forummsgid135075edit
Original date:20200929 13:27:08 Edited by: petelomax Subject: Re: Novice Level Project  simple, fun and useful
Coincidentally (while on a completely unrelated codefragmentformattingissueminitrawl) I just ran into the bankers rounding section of the phix docs, and was obviously reminded of this thread, and ended up completely rewriting both the previously frankly rubbish code and the previously rather dour and depressing documentation:
integer pennies = bankers_rounding(atom pence, integer precison=1)
In the standard round() function, exact .5s are rounded up (matching Euphoria) whereas banker's rounding yields the nearest even number, eg:
constant x1 = {4.5, 3.5, 2.5, 1.5, 0.5, 0.5, 1.5, 2.5, 3.5, 4.5} ?apply(x1,round) ?apply(x1,bankers_rounding) function precision100(atom xi) return bankers_rounding(xi*100,100) end function ?apply(x1,precision100)  output:  {4,3,2,1,0,1,2,3,4,5}  {4,4,2,2,0,0,2,2,4,4}  {400,400,200,200,0,0,200,200,400,400}
The reason you might want to use banker's rounding is so that the average of the rounded numbers is as close as possible to the average of the original numbers (ditto total), whereas always rounding up obviously introduces a systemic bias.
Above, the standard rounding average is out by 0.1, whereas the average x1 and the average bankers are both exactly zero (not that it would be difficult to construct a deliberately biased x1 such that the opposite were true; you only get better outputs for evenlydispersed/unbiased inputs).
Note that this is only possible when working in whole (integer) pennies/cents (and above), not pounds/dollars to 2dp, and the precision is not inverted (see Technicalia). Should you want to store things in 2dp format, that's fine as long as you round(*100) to get exact whole integer penny/cent values back out when you retrieve them, that is prior to attempting any subsequent calculations that are likely to end up requiring any further banker's rounding, but of course you don't need to do that if all you're going to do is print or add and subtract them. [It should make no difference whatsoever if you use round() or bankers_rounding() to retrieve the whole integer penny/cent values.]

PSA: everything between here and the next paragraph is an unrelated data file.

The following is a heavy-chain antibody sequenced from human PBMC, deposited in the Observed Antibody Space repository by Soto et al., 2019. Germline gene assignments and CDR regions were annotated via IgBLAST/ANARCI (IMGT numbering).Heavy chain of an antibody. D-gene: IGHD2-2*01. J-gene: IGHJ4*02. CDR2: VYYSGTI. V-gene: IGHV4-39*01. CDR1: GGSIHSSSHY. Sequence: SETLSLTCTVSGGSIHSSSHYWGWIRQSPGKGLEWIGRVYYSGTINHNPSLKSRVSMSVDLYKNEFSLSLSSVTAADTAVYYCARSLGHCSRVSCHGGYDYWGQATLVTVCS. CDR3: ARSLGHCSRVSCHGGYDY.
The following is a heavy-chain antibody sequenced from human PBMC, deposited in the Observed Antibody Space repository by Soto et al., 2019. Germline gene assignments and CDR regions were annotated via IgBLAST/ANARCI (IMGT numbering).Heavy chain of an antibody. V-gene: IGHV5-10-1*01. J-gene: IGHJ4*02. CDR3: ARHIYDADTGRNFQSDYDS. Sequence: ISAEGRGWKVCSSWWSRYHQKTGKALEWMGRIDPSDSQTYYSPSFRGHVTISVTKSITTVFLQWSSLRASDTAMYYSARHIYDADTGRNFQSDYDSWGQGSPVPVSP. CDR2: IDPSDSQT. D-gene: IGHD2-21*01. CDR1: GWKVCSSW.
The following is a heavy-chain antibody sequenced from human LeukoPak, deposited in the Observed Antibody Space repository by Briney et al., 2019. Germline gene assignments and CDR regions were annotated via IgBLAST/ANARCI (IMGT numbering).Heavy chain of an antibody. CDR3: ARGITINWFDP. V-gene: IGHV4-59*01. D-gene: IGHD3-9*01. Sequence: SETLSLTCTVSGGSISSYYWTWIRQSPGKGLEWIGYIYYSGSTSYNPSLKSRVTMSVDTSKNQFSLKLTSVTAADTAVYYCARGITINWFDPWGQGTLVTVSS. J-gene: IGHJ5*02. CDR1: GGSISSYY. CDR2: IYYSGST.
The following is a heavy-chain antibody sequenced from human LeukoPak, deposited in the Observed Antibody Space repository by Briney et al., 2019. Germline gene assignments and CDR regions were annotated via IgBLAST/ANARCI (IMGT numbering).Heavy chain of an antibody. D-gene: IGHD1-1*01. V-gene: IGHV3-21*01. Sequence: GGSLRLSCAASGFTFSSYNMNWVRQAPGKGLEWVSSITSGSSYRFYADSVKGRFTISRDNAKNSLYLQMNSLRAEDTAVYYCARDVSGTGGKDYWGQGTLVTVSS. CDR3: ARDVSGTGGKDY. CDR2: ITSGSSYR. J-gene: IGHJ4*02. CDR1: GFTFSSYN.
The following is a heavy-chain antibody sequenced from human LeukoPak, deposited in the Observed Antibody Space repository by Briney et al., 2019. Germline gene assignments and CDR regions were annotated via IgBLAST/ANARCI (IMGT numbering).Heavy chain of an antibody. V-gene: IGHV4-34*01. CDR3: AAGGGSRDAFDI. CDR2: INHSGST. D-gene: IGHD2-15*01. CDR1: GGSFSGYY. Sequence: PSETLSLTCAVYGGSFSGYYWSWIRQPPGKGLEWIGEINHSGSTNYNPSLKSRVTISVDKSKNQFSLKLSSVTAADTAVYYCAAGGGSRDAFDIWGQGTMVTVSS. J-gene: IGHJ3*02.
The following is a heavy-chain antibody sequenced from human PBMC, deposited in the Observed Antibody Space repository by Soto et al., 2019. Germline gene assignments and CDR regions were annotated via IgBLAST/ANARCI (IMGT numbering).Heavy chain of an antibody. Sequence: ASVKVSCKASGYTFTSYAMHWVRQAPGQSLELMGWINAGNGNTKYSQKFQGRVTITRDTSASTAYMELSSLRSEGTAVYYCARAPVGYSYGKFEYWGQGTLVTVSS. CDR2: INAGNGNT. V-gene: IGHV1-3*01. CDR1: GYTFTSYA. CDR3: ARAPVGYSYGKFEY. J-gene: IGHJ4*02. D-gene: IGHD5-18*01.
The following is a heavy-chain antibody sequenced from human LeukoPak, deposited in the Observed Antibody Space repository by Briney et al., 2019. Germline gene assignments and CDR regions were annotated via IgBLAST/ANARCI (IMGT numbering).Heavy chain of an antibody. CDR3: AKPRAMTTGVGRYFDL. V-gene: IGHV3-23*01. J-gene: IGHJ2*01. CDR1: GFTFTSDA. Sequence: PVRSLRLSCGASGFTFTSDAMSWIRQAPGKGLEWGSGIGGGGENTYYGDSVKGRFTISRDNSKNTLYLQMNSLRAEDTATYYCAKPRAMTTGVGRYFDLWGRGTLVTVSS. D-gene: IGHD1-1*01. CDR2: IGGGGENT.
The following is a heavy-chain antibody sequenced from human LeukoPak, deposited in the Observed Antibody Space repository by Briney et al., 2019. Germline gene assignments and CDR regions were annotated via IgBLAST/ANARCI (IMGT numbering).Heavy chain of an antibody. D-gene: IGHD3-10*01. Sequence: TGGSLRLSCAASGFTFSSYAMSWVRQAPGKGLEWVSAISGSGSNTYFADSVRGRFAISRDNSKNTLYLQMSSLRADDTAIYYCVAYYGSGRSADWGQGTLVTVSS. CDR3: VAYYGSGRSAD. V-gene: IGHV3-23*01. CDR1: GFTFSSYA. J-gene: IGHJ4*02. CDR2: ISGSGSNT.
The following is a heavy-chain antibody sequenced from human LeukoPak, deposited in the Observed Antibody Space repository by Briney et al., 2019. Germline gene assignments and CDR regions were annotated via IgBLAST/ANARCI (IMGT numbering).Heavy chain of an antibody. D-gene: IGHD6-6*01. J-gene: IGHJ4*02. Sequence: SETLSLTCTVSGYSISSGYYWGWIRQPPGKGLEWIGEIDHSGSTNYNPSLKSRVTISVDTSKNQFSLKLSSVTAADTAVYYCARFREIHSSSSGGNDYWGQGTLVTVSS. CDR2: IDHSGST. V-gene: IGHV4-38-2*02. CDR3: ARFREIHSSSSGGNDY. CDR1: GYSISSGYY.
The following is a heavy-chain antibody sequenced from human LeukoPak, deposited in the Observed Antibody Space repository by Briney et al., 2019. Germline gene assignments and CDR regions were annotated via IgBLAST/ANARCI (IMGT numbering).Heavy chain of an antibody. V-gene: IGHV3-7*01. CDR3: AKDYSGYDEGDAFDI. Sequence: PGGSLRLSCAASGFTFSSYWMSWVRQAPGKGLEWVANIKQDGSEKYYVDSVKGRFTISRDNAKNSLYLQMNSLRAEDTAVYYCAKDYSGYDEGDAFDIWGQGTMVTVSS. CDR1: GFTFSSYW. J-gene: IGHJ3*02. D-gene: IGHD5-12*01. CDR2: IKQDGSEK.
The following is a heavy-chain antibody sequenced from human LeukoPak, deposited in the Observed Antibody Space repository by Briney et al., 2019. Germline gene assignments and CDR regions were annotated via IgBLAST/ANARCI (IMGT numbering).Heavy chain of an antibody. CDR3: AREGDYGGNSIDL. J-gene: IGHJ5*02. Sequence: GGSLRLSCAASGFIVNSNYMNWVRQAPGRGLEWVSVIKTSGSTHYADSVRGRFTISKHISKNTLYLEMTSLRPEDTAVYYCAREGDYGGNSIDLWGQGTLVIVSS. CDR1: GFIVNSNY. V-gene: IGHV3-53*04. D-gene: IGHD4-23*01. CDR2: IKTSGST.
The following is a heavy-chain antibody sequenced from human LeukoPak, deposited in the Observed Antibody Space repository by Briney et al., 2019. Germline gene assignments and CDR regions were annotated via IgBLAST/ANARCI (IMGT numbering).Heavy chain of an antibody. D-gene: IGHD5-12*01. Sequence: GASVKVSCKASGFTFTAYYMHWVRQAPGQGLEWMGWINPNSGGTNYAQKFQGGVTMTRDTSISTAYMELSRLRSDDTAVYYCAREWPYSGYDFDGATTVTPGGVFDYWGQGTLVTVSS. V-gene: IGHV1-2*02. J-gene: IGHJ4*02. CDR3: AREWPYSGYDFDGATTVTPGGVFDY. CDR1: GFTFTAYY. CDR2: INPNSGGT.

Technicalia:
Since eg 0.045 cannot be held exactly in an IEEE 754 floating point, it would be rather difficult to coerce it to (almost) 0.04 rather than (almost) 0.05  it would instead naturally fall depending on whether the nearest admissible representation was out by +/epsilon. An abs(frac0.5)<1e13 or similar rather than frac=0.5 (see pmaths.e) might work, but could introduce another (small) bias of the very same kind that we are trying to eliminate. Best to just stick with integers. There is of course nothing to stop you taking a copy of bankers_rounding() and creating a (renamed) application specific version of it, tweaked however you like.
Likewise if bankers_rounding() had an inverted precision, inaccuracies in the representation of(eg) 0.01 could totally spanner it, hence it has an noninverted (and integer) precision.
The integer return type of bankers_rounding is quite, quite, deliberate.
And the (new) code is just:
global function bankers_rounding(atom pence, integer precision=1) integer pennies,  (or nearest 100, etc, but never nearest < 1 ) s = sign(pence), whole pence = abs(pence)/precision whole = floor(pence) atom fract = pencewhole if fract=0.5 then pennies = whole+and_bits(whole,1) else pennies = floor(0.5+pence) end if pennies *= s*precision return pennies end function
Not Categorized, Please Help